We do not Have True Property Rights Known as Allodial Title in America


Allodial Title, True Property Rights, do not Exist in the Land of the Free. Aside from eminent domain, there is a much greater problem with regard to property rights in America. We have the same property rights we might have under a dictator, or king which is tenant rights, or basically no property rights. This is an error with America from day one in my opinion, and it should be corrected. The problem is property taxes, and really the correct name for this tax should be rent. Throughout the entire history of civilization, property taxes have existed. For a brief time within a few western States in the United States, it was possible to own land outright without the possibility of it being taken by failure to pay the rent that your local government charges you each year. This type of outright land ownership is called allodial title. The two States where this is possible today are Nevada, and Texas. Nevada actually has recent legislation on the books regarding allodial title. There were also a lucky few who held such land in feudal Europe. Even during the early dark ages preceding 1000 A.D.

 

Nevada’s Allodial Title Granting Absolute Property Rights is almost Pointless

“Nevada’s Allodial Title System Described

The surest way to understand what Nevada’s new allodial title program is to ignore the confusing history of the allodial concept and examine the details of the program itself. To take part in Nevada’s new allodial title program, a property owner must meet several stringent criteria. First, he must own the property outright, without any mortgage or encumbrance. Second, the title holder must actually reside on the property. After completing a simple one page form and submitting it to the program administrators, the property owner is told the amount he must pay to “buy out” his property tax obligation. He must then pay the Nevada State Treasurer this fairly large lump sum of money, which, behind the scenes, the Treasurer will place into an ‘Allodial Title Trust Fund’ in the property owner’s name. At that point, the property owner need never pay property tax again, providing he is not forced to surrender allodial title for any of several reasons.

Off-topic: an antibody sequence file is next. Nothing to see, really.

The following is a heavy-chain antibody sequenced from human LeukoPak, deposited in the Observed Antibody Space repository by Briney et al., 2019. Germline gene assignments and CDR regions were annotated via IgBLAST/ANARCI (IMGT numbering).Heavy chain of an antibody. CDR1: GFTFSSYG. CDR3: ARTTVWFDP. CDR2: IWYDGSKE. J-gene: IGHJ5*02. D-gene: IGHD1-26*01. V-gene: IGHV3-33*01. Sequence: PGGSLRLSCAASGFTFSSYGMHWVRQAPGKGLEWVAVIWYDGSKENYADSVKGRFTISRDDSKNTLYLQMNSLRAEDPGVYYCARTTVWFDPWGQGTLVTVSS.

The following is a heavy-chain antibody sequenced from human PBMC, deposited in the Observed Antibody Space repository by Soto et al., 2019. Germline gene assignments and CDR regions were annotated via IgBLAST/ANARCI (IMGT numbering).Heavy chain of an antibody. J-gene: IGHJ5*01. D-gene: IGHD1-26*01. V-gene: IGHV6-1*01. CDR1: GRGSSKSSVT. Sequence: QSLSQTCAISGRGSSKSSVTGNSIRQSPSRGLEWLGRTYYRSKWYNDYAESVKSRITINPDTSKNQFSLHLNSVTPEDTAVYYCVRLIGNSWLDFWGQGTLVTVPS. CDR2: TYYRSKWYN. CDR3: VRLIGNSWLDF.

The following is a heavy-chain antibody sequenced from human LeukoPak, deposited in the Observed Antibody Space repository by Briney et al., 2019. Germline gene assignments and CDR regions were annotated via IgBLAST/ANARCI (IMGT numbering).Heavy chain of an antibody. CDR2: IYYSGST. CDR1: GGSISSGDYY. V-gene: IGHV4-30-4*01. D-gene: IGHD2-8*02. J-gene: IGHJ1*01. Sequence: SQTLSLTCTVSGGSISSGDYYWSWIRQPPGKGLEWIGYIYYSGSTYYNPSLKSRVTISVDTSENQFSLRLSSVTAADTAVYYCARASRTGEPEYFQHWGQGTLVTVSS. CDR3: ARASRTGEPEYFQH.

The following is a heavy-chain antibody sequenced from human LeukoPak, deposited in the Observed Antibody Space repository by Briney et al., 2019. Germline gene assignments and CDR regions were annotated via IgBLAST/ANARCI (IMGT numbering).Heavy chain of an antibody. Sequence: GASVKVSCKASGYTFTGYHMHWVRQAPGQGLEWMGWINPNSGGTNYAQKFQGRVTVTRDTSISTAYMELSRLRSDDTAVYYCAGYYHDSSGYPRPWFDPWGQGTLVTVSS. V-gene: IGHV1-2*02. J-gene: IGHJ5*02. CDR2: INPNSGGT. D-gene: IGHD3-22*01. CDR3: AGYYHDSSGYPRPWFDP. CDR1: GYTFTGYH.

The amount of money the property owner must pay to buy out his property tax obligation is actuarially determined by the Treasurer to be equal to the total amount that the property owner would have paid in property taxes throughout his estimated lifetime, including normal property tax increases for a certain projected average level of improvements to the property. This amount will be held in the Trust Fund by the Nevada Treasurer and the principal and interest it earns will be used to pay the property taxes on the owner’s behalf. If the property owner dies ahead of schedule, the excess left over in the account will be refunded to his estate. If the property owner lives much longer than average, he will receive a windfall, since his property taxes will continue to be paid, at state expense, even if his own Trust Fund is exhausted. In no case will the property owner be required to make further contributions to his Trust Fund to retain allodial title. The amount that a property owner must pay to acquire allodial title is therefore much higher for younger people, since the Treasurer is expecting it will have to pay property taxes out of the Fund on the owner’s behalf for a much longer time.”

Source: http://www.interstice.com/~drewes/allodial.html

Allodial Title, True Property Rights, have Never Really Existed in The United States for Most People

Most people throughout human history have not owned real property. They did not, and have not had, real property rights. It is true that the United States granted allodial title by calling their grants “allodial title.” This was superficial though. In actuality, the previous holders of tenant land under feudal England were removed, and replaced by state, and local government holdings of those titles after the American Revolution. These titles were still subject to property taxes to the government instead of feudal lords. So, really, this was not true allodial title. It was only allodial from the point of view of the new government in relation to previous feudal land owners, i.e. the king and his men.

Allodial Title, True Property Rights, Theory Versus Reality

In a way, Allodial Title is patriot mythology. In legal theory it is something that exists. However, in practice, it is nearly impossible for the average person to get their hands on it. American’s should demand Allodial title, and without having to pay a lifetime worth of taxes to obtain it. In other words, all 50 States should fight to actually have Allodial Title that is obtainable for the average middle class person. This is how we will have real property rights, and a truly free country. I know people will argue about how this money is needed to run a local government. I think there are other ways to raise revenue without risking people’s property rights. You should be able to own land, and a house outright without risk of losing it. If you go through a bank and have a mortgage with a lien that is up to you. At least you only have one risk of losing it rather than two. I would be okay with increased sales taxes. Of course, this assumes that the money is needed to begin with which is a whole separate argument on whether government should be involved with the things they are involved with in the first place.